Clearly the internet can be a help or a hindrance to a message of dissent, depending on where in the world you are, but the ultimate aim of the artist is the same – to provoke debate as widely as possible and through as many different channels as are available. To get people talking.

Zvyagintsev's film tells the story of one family's disintegration against a backdrop of bureaucracy and political corruption. The battle faced by Kolya's family to hold onto their home in the face of powerful economic forces is echoed in I, Daniel Blake when Katie and her young family find themselves moved to Newcastle by a housing system that cannot find room for them in their native London (a city with currently 57,000 or so empty homes according to The Guardian), whilst Cathy's inexorable slide into homelessness in Cathy Come Home culminates in a battle with social services to retain custody of her children.

Despite the universal nature of these stories, and the positive international response to Leviathan the Russian Ministry of Culture – part-financiers of  the film – took great offence to its subject matter and, along with suppressing its initial release, proposed new regulations to prevent future funds from being used to produce films that "defiled" the national culture.

Meanwhile, in a recent interview with the Bristol Cable, Ken Loach outlined the response of the UK government to a film that they likewise partially funded (via the BBC and BFI):

"the protocol [upon winning the Palme d'Or] is that you get a message of congratulations from the government or the government minister for culture... This time there’s nothing, not a thing; they’re bad losers."

Artistic freedom

I wonder how the next filmmaker to seek government funding for a similarly critical project will fare? In her talk It's Exhausting To Be Free Natalia Kaliada of the Belarus Free Theatre discusses artistic freedoms in the UK, where she now lives exiled from her native Belarus, and suggests that there are plenty of subjects that are off-limits for artists even here. 

I am very much looking forward to hearing the opinion of Tony Garnett (Sun 30 Oct 14:00) on the subject. The long-time producing partner of Ken Loach and person responsible for successfully financing many seemingly unbackable projects joins us to discuss his career and the current state of affairs. What words of wisdom can he impart?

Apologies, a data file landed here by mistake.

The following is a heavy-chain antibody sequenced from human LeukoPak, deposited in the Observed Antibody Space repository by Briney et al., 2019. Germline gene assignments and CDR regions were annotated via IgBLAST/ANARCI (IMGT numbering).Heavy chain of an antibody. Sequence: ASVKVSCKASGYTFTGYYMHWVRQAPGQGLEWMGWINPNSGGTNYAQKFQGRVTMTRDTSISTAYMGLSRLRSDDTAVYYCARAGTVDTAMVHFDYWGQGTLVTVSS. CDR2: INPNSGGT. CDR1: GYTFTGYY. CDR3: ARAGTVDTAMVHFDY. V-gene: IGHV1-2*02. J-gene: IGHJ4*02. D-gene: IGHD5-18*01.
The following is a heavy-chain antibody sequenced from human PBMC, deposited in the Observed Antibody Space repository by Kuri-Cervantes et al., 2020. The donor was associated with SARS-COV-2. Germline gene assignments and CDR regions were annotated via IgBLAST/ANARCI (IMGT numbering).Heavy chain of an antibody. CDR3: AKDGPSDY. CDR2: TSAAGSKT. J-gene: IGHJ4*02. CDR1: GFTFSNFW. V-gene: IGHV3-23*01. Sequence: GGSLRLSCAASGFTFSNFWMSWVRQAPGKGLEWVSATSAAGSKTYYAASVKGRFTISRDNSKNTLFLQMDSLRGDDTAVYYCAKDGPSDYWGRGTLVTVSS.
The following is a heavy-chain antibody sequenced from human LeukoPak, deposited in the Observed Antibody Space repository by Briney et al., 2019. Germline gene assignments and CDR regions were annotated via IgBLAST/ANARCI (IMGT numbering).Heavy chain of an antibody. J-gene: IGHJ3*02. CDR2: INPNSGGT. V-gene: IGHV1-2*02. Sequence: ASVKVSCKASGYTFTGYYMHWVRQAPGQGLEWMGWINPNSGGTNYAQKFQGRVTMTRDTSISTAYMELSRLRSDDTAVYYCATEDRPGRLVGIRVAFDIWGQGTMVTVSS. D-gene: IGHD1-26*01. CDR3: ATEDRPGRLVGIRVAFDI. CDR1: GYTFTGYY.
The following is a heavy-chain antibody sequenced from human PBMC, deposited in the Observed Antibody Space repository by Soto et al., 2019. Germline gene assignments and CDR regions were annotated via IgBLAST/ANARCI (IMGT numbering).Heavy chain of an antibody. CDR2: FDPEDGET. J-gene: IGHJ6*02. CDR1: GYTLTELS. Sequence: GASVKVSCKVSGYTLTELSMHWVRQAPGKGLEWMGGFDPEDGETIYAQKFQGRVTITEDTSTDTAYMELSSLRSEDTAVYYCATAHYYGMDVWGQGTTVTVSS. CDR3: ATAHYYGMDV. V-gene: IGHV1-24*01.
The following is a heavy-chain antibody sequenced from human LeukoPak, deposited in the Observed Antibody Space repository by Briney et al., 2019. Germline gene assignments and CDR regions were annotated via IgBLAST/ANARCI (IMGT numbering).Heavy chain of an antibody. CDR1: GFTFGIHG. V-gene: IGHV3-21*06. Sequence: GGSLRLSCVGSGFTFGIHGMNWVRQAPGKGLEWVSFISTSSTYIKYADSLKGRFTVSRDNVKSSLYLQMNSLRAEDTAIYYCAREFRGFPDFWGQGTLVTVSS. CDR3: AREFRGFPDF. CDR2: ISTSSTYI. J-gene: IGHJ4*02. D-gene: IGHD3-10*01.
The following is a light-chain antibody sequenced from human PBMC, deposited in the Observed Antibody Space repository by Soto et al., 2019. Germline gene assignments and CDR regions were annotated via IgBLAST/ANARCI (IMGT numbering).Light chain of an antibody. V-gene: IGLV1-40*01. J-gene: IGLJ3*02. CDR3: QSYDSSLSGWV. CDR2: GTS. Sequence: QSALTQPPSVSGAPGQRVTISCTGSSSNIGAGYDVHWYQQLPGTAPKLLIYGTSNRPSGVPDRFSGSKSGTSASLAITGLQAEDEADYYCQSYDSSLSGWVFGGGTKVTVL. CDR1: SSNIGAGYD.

The subject of artistic freedom leads me onto the last film in the season – Jafar Panahi's Taxi Tehran (Sun 30 Oct 17:30). The Iranian government's issues with filmmaker Jafar Panahi's brand of social realism have seen him suffer censorship throughout his career, and eventually led to his arrest in 2010. He was sentenced to prison (since commuted to house arrest) and banned from filmmaking for 20 years.

Since then he has worked in protest to produce acclaimed works such as This Is Not a Film (which he smuggled from Iran to Cannes on a USB drive hidden inside a cake!) Closed Curtain, and his latest – Taxi Tehran. Made under semi-clandestine conditions, it’s another daring act of artistic dissent from one of cinemas most vital filmmakers and scooped the Golden Bear for best film at Berlin in 2015. 

Despite the grim circumstances surrounding its production and its concern with ethics, aesthetics and politics, Panahi’s film also oozes disarming charm and a mischievous dissenting wit, suggesting that sometimes artistic freedom can transcend limits placed on personal freedom.

What to do?

If the aim of all of these films is to provoke a response in the audience, what can we do to take action?

Recent events on housing estates in Newham, and here in Bristol, led by community groups like Focus E15 and Acorn, show that when people come together to assist the weak against the mighty these battles can sometimes be won. 

Meanwhile, grassroots media organisations such as the Bristol Cable show that there is an appetite and a future for community-owned media outside of the mainstream.

The films showing in this season will provoke laughter, tears and anger. On their own they won't provide solutions, but hopefully our experiences as audience members will provoke conversations which might lead to positive action. 

David Taylor-Matthews is a University of West of England student who is splitting his time between UWE and Watershed studying for an MA in Curating, mentored by Watershed Cinema Curator Mark Cosgrove and the Watershed team.